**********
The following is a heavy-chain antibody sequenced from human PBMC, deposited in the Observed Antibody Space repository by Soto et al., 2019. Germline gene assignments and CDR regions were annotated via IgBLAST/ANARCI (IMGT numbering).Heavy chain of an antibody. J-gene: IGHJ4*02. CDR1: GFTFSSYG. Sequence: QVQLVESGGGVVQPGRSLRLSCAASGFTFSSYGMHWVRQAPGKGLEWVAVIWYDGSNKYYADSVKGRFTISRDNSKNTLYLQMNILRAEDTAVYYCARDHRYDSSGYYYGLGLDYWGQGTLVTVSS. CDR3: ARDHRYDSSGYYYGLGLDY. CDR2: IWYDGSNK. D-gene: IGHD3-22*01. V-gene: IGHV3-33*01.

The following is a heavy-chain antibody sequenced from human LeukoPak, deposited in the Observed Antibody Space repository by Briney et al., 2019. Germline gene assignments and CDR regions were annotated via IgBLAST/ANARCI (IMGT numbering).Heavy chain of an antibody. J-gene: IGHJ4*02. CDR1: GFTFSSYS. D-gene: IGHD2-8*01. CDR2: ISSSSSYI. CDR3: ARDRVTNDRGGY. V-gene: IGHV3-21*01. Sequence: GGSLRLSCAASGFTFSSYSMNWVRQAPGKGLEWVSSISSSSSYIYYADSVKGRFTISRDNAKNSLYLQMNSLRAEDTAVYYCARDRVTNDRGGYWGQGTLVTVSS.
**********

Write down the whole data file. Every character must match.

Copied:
The following is a heavy-chain antibody sequenced from human PBMC, deposited in the Observed Antibody Space repository by Soto et al., 2019. Germline gene assignments and CDR regions were annotated via IgBLAST/ANARCI (IMGT numbering).Heavy chain of an antibody. J-gene: IGHJ4*02. CDR1: GFTFSSYG. Sequence: QVQLVESGGGVVQPGRSLRLSCAASGFTFSSYGMHWVRQAPGKGLEWVAVIWYDGSNKYYADSVKGRFTISRDNSKNTLYLQMNILRAEDTAVYYCARDHRYDSSGYYYGLGLDYWGQGTLVTVSS. CDR3: ARDHRYDSSGYYYGLGLDY. CDR2: IWYDGSNK. D-gene: IGHD3-22*01. V-gene: IGHV3-33*01.

The following is a heavy-chain antibody sequenced from human LeukoPak, deposited in the Observed Antibody Space repository by Briney et al., 2019. Germline gene assignments and CDR regions were annotated via IgBLAST/ANARCI (IMGT numbering).Heavy chain of an antibody. J-gene: IGHJ4*02. CDR1: GFTFSSYS. D-gene: IGHD2-8*01. CDR2: ISSSSSYI. CDR3: ARDRVTNDRGGY. V-gene: IGHV3-21*01. Sequence: GGSLRLSCAASGFTFSSYSMNWVRQAPGKGLEWVSSISSSSSYIYYADSVKGRFTISRDNAKNSLYLQMNSLRAEDTAVYYCARDRVTNDRGGYWGQGTLVTVSS.